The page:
Art And Religion

Art And Religion

Art project provides insight at Fayetteville High


The Free Weekly/ANDY SHUPE
Lilly Stults, 16, (left) a junior at Fayetteville High School, shows Mahfuza Akhtar, administrative support supervisor for the Fulbright School of Arts and Sciences at the University of Arkansas, the art she created inspired by Akhtar on Jan. 30 during the opening of a show featuring art dealing with interactions with Muslim and Islamic community members created by 18 Fayetteville students in the Anne Kittrell Art Gallery at the Arkansas Union on the university campus. The project was intended to engage students in Ashley Grisso’s AP world history classes and Muslim community members.

A high school art project helped students gain a new perspective by connecting them with people of the Islamic faith.

Fayetteville High School students in Ashley Grisso’s advanced placement world history classes worked in groups of two or three. They interviewed Muslims in the community, then told their stories through art.

The students’ work was on display two weeks ago at the University of Arkansas’ Kittrell Art Gallery in the Student Union. Each piece of the “Putting a Face on Islam” exhibit was accompanied by a one-page artist statement about the work. Students and their subjects gathered one evening for a reception at the gallery.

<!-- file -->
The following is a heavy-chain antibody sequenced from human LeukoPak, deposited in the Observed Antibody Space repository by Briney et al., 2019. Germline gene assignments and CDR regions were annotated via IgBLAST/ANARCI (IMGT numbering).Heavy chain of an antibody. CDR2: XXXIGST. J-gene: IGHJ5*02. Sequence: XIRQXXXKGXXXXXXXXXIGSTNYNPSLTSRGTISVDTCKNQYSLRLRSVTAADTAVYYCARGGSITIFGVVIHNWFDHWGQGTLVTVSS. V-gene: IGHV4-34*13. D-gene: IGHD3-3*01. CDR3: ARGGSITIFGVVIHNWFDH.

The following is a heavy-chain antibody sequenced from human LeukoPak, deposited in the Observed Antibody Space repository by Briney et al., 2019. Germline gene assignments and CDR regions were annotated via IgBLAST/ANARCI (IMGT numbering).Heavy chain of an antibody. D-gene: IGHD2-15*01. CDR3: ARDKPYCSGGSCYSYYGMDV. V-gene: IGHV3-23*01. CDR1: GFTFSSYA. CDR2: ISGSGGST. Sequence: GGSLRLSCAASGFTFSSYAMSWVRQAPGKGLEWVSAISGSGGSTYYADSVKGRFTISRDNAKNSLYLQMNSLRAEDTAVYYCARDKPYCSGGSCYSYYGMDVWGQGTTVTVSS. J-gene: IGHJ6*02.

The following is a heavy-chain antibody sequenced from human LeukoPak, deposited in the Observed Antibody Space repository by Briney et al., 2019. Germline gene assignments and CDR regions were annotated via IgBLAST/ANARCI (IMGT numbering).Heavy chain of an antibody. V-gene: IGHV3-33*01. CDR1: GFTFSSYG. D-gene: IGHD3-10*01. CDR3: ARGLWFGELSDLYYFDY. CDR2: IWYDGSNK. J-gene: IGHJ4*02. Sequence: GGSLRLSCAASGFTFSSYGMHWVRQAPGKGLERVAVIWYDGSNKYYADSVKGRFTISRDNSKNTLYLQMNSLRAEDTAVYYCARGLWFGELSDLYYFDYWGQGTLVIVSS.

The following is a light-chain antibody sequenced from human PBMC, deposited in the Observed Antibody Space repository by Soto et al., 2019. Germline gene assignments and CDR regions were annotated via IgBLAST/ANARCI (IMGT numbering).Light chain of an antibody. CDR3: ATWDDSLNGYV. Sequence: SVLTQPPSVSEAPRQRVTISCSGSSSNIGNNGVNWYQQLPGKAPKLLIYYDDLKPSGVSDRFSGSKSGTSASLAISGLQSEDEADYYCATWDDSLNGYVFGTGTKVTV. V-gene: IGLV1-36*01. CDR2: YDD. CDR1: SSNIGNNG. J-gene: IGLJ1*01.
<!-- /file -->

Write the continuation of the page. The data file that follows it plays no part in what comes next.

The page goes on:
“It’s really great to be able to understand a person from a different culture, because you might see stuff on the news and read about stuff, but there’s like, a person right there,” said Peter Herman, a Fayetteville High School junior.

Herman worked with classmates Robert Benafield and Grady Cape. They interviewed a man identified in the statement as only Amel. He was born and raised in the Comoro Islands, off the east coast of Africa. Amel is pursuing a master’s degree in public health at the university.

The boys’ piece of art is a collage on paper, divided in halves. The left half, with a purple background, depicts some of the negativity Muslims feel from America. A quote from Amel — “I was so scared to show my religion to America” — is at the center of that half.

The other half, with a white background, was meant to showcase Amel’s jolly personality. It includes a picture of him with a broad smile standing on the university campus.

The high school students met their interviewees during an event arranged by Cynthia Smith, assistant director of outreach programs in the university’s department of International Students and Scholars.

This is the third year Grisso has done the project as part of the ARTeacher Fellowship program. The program is organized by the university’s Center for Children and Youth in collaboration with Crystal Bridges Museum of American Art and the Walton Arts Center.

It provides area secondary teachers with an intensive course of training and development focused on using arts-based strategies in English, science and social studies.

Students were trying to capture their subjects’ essence and design something they felt reflected that person. The artists’ statements forced them to exercise some of the academic skills they need involving analysis of a piece of art, Grisso said.